Summer reading. Two words that virtually guarantee eye-rolling from my two stubborn boys. When that final bell rings on the last day of school this month, all Brady and Eli want to think about is pool time, hanging out with friends, sleeping in, and basketball camp. Reading a book is the absolute last thing (and I mean last thing) on their minds.
I happen to be a reading specialist, so I can’t tell you how sad it is to have two boys who didn’t inherit my same passion for reading. They manage to make it through the school year reading books, but summertime can get a little dicey. Routines are changed, vacations are planned, and sometimes regularly scheduled reading time gets put on the back burner. The dog days of summer require me to step up my A game. Here are a few suggestions to help your kiddos jump on board the summer reading train – and actually like where they are going!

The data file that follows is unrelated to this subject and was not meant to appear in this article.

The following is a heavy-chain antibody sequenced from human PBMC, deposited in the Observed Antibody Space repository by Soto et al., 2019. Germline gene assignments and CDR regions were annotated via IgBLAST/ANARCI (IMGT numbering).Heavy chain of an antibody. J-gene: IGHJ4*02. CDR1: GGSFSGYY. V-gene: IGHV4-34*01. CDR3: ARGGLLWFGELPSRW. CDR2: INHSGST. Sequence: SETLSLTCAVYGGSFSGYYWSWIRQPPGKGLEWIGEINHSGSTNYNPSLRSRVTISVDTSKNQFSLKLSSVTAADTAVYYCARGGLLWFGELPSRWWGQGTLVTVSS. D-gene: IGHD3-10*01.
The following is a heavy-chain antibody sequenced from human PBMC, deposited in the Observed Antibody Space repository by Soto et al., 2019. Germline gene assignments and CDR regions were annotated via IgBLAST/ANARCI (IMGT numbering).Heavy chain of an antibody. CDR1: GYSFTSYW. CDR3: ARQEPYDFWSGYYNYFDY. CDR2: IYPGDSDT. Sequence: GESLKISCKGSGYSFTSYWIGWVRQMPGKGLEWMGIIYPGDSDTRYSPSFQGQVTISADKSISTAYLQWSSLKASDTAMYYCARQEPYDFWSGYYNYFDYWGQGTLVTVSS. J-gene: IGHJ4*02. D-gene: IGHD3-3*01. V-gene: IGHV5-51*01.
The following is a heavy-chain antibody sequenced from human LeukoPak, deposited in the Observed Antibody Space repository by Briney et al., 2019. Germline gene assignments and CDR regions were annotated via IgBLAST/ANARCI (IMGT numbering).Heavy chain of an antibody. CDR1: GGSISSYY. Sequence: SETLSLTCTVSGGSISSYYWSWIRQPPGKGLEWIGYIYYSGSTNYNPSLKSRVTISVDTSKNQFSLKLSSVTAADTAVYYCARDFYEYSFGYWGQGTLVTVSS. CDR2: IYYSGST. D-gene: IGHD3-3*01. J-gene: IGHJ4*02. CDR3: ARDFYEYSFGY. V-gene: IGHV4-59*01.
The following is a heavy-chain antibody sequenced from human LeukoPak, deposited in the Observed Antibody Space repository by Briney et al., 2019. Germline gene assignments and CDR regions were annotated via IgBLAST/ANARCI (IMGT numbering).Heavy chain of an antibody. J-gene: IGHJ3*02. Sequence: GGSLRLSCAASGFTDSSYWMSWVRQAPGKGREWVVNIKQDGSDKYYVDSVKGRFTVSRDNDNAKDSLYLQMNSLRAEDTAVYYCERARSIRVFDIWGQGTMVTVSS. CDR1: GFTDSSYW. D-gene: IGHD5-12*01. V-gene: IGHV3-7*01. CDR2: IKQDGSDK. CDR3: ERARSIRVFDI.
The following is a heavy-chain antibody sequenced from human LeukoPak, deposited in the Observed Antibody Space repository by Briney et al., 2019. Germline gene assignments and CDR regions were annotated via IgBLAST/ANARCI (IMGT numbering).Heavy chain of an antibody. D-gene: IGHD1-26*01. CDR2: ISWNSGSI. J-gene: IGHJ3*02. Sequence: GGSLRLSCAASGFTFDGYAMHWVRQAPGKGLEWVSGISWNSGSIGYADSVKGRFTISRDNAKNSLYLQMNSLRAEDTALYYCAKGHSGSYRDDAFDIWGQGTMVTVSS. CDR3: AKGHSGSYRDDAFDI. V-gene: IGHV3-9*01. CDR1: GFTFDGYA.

Trick 1: Involve your child’s teacher and other mentors.
The other day, Eli asked me to go to the library and pick up a book for him. I almost fell out of my chair. He wanted to check out a book from a series that his superstar second-grade teacher has been reading to the class. Kids really don’t care what their parents like to read. We are boring. However, they care immensely about what their teachers like. Before summer starts, ask your child’s teacher for a list of what they would recommend for your kiddo to read. If you happen to be a dynamic planner, you can even attach a little note from the teacher endorsing the book. There are few things more exciting to a child than getting a note from a teacher in the middle of the summer.